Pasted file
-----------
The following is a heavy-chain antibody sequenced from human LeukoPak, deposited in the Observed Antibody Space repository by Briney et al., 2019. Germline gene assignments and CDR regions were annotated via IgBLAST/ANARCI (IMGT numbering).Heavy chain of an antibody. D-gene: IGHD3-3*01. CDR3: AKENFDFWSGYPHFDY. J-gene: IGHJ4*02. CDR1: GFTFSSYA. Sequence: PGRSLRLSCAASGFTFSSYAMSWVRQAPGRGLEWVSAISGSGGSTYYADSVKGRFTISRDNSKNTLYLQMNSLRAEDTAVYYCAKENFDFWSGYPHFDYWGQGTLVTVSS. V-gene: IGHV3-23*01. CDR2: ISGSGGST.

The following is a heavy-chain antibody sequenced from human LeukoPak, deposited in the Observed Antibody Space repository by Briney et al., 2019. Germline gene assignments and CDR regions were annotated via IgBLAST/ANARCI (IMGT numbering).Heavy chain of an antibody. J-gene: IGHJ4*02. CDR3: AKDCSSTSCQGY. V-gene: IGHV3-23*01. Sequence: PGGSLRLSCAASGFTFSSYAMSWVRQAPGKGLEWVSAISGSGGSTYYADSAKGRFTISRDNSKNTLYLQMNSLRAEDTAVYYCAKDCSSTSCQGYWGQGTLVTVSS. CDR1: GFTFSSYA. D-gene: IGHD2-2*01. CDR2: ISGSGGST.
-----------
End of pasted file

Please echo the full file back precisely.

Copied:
The following is a heavy-chain antibody sequenced from human LeukoPak, deposited in the Observed Antibody Space repository by Briney et al., 2019. Germline gene assignments and CDR regions were annotated via IgBLAST/ANARCI (IMGT numbering).Heavy chain of an antibody. D-gene: IGHD3-3*01. CDR3: AKENFDFWSGYPHFDY. J-gene: IGHJ4*02. CDR1: GFTFSSYA. Sequence: PGRSLRLSCAASGFTFSSYAMSWVRQAPGRGLEWVSAISGSGGSTYYADSVKGRFTISRDNSKNTLYLQMNSLRAEDTAVYYCAKENFDFWSGYPHFDYWGQGTLVTVSS. V-gene: IGHV3-23*01. CDR2: ISGSGGST.

The following is a heavy-chain antibody sequenced from human LeukoPak, deposited in the Observed Antibody Space repository by Briney et al., 2019. Germline gene assignments and CDR regions were annotated via IgBLAST/ANARCI (IMGT numbering).Heavy chain of an antibody. J-gene: IGHJ4*02. CDR3: AKDCSSTSCQGY. V-gene: IGHV3-23*01. Sequence: PGGSLRLSCAASGFTFSSYAMSWVRQAPGKGLEWVSAISGSGGSTYYADSAKGRFTISRDNSKNTLYLQMNSLRAEDTAVYYCAKDCSSTSCQGYWGQGTLVTVSS. CDR1: GFTFSSYA. D-gene: IGHD2-2*01. CDR2: ISGSGGST.